The church that serves as your home base. Impact Winter is a snowy, post-apocalyptic survival game that came out last week for PC. Some of its design decisions are bizarre, and a lot of the game is downright broken, but I’ve been playing it obsessively anyway. Development studio Mojo Bones released Impact Winter on Steam through publisher Bandai Namco after an unsuccessful 2014 Kickstarter. You play as Jacob, a middle-aged man leading a group of survivors holed up in a church following a meteor hitting Earth, decimating civilization and covering everything in snow. At the beginning of the game you’re informed that rescue is coming in 30 days. All you have to do is keep yourself and as much of your team as you can alive until then. Jacob splits his time between scavenging the world and managing his and his team’s temperature, hunger, thirst, and morale. His companions on his snowy treks is Ako-Light, a floating robot with a limited mini-map who can light the way and use its sonar and drill to find buried supplies. The ruined wasteland is beautiful: there’s a weight to slogging through the snow, stumbling upon the remains of petrol stations, collapsed READ FULL…

What Are You Playing This Weekend?

The weekend is for having a three day weekend, the perfect length of weekend for doing the requisite weekend tasks of social stuff, chores, and doing absolutely nothing. (All weekends should be three days weekends. Just saying.) Also, video games. I’ve been playing Impact Winter, which is a survival game with a lot of snow, i.e., my favorite thing. In addition to your usual solo survival stuff, there’s an aspect of managing a team along the lines of This War of Mine. I’ve been liking it a lot so far, and I’m excited to spend more time with it this weekend. Look for my thoughts next week. What about you? What are you playing? READ FULL STORY AT KOTAKU!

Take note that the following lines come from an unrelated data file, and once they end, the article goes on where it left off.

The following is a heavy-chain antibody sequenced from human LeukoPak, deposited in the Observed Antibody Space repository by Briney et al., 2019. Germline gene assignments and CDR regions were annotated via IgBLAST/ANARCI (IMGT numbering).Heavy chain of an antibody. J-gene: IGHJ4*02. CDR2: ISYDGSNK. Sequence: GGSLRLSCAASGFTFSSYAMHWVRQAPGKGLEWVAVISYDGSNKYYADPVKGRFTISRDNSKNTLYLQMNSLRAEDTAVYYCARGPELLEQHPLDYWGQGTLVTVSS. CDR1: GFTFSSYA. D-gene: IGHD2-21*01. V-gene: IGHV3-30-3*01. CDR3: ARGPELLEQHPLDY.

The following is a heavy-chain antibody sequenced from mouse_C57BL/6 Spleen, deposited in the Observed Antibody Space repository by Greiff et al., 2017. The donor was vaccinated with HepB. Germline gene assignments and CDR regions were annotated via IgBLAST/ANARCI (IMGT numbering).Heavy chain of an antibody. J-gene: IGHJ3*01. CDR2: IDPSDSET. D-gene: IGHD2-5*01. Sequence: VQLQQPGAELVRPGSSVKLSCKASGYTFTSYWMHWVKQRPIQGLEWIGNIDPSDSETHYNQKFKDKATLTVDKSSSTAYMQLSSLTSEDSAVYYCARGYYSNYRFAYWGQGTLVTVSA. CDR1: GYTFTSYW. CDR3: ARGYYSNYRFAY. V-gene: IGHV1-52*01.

Everyone Can Now Play Gwent

The open beta for Gwent, CD Projekt Red’s standalone version of The Witcher 3‘s card game, starts today for PC, PS4, and Xbox One. In my time with the closed beta I found the game to move a little too fast sometimes, but overall it’s a richer, deeper take on the minigame my Geralt lost all his money on. Learn more or sign up over at the website. You can see the gameplay trailer above, but the cinematic trailer is pretty cool too: READ FULL STORY AT KOTAKU!

games with gold

Assassin's Creed III, Watch Dogs Headline June's Xbox Live Games With Gold

June’s Xbox Live Games with Gold has a solid lineup, including Watch Dogs and Assassin’s Creed III. In addition to the usual four games, subscribers can also get multiplayer DLC for last week’s Phantom Dust. As always, these games are only “free” if you have an active Xbox Live Gold subscription. Xbox One SpeedRunners (June 1-30) Watch Dogs (June 16-July 15) Xbox 360 (compatible with Xbox One) Assassin’s Creed III (June 1-15) Dragon Age: Origins (June 16-30) READ FULL STORY AT KOTAKU!